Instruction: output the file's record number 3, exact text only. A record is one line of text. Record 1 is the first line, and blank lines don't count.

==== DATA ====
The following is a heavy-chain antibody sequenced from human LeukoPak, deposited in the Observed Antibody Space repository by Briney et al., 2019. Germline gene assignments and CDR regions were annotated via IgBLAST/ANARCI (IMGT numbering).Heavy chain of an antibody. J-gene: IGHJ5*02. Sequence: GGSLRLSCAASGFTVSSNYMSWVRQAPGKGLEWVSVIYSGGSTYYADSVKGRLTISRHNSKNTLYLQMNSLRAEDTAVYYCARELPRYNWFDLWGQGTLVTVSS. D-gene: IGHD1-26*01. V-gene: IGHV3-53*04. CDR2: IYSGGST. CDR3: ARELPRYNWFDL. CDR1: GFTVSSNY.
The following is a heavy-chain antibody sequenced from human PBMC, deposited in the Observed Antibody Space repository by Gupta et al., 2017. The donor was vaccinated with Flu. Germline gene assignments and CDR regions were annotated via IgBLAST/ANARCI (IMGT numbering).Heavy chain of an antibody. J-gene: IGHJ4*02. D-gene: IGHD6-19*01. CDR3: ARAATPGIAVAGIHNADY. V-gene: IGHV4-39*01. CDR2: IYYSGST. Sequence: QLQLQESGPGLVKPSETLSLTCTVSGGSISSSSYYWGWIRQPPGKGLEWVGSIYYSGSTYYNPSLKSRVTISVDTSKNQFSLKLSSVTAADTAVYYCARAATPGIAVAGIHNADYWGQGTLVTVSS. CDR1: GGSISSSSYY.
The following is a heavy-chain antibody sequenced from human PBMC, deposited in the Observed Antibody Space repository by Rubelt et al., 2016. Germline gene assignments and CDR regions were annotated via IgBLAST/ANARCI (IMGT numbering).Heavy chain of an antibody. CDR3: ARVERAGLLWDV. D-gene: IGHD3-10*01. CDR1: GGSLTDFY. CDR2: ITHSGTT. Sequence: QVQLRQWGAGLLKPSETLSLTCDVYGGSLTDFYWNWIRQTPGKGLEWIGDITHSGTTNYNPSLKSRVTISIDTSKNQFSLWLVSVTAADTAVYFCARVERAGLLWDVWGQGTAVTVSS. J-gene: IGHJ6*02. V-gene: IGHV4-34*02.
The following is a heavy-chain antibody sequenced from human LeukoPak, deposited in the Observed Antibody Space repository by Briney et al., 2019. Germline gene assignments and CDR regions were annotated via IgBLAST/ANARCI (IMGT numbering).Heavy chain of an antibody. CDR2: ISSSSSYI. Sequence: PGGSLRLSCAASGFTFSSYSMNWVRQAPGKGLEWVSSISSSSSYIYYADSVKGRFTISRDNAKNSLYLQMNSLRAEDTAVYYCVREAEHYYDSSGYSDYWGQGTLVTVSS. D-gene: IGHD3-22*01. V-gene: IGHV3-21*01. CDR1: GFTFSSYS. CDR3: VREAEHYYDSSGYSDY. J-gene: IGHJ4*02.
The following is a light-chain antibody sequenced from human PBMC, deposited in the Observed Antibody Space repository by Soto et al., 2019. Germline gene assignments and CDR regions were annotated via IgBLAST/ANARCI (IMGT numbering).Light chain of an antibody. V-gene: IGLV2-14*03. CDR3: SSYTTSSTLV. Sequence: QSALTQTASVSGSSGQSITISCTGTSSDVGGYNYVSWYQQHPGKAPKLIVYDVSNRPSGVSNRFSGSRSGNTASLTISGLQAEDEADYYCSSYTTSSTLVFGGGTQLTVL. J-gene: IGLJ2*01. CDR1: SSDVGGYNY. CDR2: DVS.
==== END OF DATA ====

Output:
The following is a heavy-chain antibody sequenced from human PBMC, deposited in the Observed Antibody Space repository by Rubelt et al., 2016. Germline gene assignments and CDR regions were annotated via IgBLAST/ANARCI (IMGT numbering).Heavy chain of an antibody. CDR3: ARVERAGLLWDV. D-gene: IGHD3-10*01. CDR1: GGSLTDFY. CDR2: ITHSGTT. Sequence: QVQLRQWGAGLLKPSETLSLTCDVYGGSLTDFYWNWIRQTPGKGLEWIGDITHSGTTNYNPSLKSRVTISIDTSKNQFSLWLVSVTAADTAVYFCARVERAGLLWDVWGQGTAVTVSS. J-gene: IGHJ6*02. V-gene: IGHV4-34*02.